Putt Putts and a Passing Fad
16 August 2019
When I was a nipper and too young to get a full time crewing job, after sailing my model yacht on the boat pond for an hour or so I'd often wander along the prom to go and see what mischief a nine year old could get up to. It was Largs in the sixties, a small seaside town for the infirm, populated, to my young eyes, by people who must have been over a hundred years old. It hasn't changed much. Anne was brought up there. Anne and her three sisters but even "the Rich girls" as they were commonly known, couldn't put a dent in the age demographic.
Back on the prom, if you had a shilling, which I seldom did, that was a weeks salary at my school holiday pig farm job, you could hire a "putt-putt" for an hour, a twelve foot, wooden, clinker built dinghy fitted with a single cylinder petrol engine which made a distinctive "putt-putt" noise - which became the generic term for the vessel to all the punters and NEDS, (non educated delinquents) who came down to Largs from Glasgow for the day.
The putt-putts, which would nowadays feature at classic wooden boat shows and cost twenty grand new, would be driven around the bay by all and sundry, no skills, no life jackets and from the NEDS, no payment as they'd keep the boat out all day then ditch it on a faraway beach when the petrol ran out.
Which is what we worry about here. Navigating around here is just like a giant Largs Bay in the sixties. With sunshine. Putt-putts everywhere, all out fishing in relatively large seas, relative if you're in a hollowed out log, with only an additional ten inch plank gunwhale stopping you from getting swamped and a single cylinder putt-putt nineteen whatever engine to get you the ten to twenty miles back to shore. These intrepid fishermen set out shortly after the four fifteen morning call to prayer and for an hour, there's a stream of them putt putting past us on their way out to sea. There's not much sleeping goes on between four fifteen and six.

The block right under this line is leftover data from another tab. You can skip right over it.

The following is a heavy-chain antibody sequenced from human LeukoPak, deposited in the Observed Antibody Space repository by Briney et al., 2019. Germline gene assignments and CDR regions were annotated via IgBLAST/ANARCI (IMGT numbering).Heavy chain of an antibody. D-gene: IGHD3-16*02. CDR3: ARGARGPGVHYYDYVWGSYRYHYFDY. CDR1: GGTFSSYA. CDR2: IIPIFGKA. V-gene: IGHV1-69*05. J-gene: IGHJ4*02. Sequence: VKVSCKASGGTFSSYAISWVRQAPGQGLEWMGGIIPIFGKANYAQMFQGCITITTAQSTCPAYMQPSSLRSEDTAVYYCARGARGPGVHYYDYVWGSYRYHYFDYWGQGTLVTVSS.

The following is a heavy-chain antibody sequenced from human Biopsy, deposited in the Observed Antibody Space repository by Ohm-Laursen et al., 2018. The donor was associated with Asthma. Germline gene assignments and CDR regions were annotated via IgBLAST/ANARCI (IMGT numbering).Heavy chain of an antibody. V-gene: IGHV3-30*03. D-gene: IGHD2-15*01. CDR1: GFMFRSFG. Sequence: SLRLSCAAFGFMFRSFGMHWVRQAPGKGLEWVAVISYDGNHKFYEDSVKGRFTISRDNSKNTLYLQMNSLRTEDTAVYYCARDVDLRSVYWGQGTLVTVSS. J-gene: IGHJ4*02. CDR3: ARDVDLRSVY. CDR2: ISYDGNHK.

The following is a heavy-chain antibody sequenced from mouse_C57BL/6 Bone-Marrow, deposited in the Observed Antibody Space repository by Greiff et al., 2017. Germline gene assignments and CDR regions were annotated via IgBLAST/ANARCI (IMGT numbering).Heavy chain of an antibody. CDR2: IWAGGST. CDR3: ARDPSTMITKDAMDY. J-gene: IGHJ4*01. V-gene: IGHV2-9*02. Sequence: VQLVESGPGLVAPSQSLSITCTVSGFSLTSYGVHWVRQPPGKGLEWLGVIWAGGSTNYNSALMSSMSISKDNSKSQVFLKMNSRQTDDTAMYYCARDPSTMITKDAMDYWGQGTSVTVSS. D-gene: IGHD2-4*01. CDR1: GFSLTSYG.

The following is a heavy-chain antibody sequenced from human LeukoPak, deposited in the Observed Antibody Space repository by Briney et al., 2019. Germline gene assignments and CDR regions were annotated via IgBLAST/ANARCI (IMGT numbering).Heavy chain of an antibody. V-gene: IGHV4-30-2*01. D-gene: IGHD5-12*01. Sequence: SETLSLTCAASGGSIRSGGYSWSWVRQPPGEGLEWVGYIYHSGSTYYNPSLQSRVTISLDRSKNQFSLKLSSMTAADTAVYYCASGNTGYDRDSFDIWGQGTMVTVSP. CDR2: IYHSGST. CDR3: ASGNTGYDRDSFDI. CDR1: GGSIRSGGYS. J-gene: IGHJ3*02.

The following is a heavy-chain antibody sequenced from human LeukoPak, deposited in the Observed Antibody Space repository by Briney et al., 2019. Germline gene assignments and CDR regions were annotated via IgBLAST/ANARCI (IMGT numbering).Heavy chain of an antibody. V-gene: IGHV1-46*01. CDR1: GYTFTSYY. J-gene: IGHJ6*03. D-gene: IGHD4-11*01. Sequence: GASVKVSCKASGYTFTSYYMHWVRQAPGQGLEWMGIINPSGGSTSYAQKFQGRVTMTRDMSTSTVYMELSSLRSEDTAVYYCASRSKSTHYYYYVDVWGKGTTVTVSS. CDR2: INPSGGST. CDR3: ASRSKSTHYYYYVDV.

Once out in the briny, they fish somewhere close to a rectangular bamboo FAD, a fish attracting device, or as we know them, a BAD BOY. A Bow Attracting Device. The damn things are everywhere. Most anchored anywhere out to maybe two hundred metres, others in deep ocean, which sometimes isn't necessarily that far from land, drifting with the tides. It's all very local and part of the cultural experience. It's just a bit nerve wracking when you're surfing at fourteen knots in the pitch black.